Invest in partnerships

Technology entrepreneurs will need to develop business models and organizational structures that are better at collaborating with local agricultural communities and businesses, to navigate personal and political relationships as well as regulations and government programs. Technology will not, on its own, be some sort of silver bullet that will unlock prosperity.

Changing technology companies into agents for widespread global good will not be easy – and it can be done in areas beyond agricultural innovation, too.

There has been no shortage of talk about these ideas: 50 CEOs met with French President Emmanuel Macron to discuss socially positive technologies; World Economic Forum events around the world discuss societal benefits of a Fourth Industrial Revolution; and some companies, such as Ericsson and SAP, are already committed to fulfilling United Nations goals for global sustainability.

We still have a long way to go. There is still a chance for technology companies to move fast and fix things by truly helping save the world – but sea levels are rising, so the time is now.The Conversation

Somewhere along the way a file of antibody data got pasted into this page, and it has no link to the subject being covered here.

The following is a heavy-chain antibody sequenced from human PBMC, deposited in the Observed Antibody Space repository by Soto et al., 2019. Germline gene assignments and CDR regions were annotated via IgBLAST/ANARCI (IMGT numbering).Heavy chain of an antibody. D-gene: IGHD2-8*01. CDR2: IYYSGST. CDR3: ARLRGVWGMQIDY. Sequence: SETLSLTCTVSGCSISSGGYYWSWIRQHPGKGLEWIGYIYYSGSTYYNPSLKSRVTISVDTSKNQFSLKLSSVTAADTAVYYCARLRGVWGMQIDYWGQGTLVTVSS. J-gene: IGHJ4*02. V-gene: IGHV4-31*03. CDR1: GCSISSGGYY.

Bhaskar Chakravorti, Dean of Global Business, The Fletcher School, Tufts University

This article is republished from The Conversation under a Creative Commons license. Read the original article.

 

How To Pick The Good From The Bad Smartphone Health Apps

With an estimated 100,000 health and fitness apps available on the two leading smartphone platforms, iOS and Android, it seems there is an app for everything – from tracking your bowel movements, to practising your pimple-popping technique.

However, a number of apps are starting to raise the ire of government regulators. Brain-training juggernaut Lumosity was recently fined US$2 million (A$2.7 million) for making unfounded claims that its app could improve work performance and delay the onset of Alzheimer’s.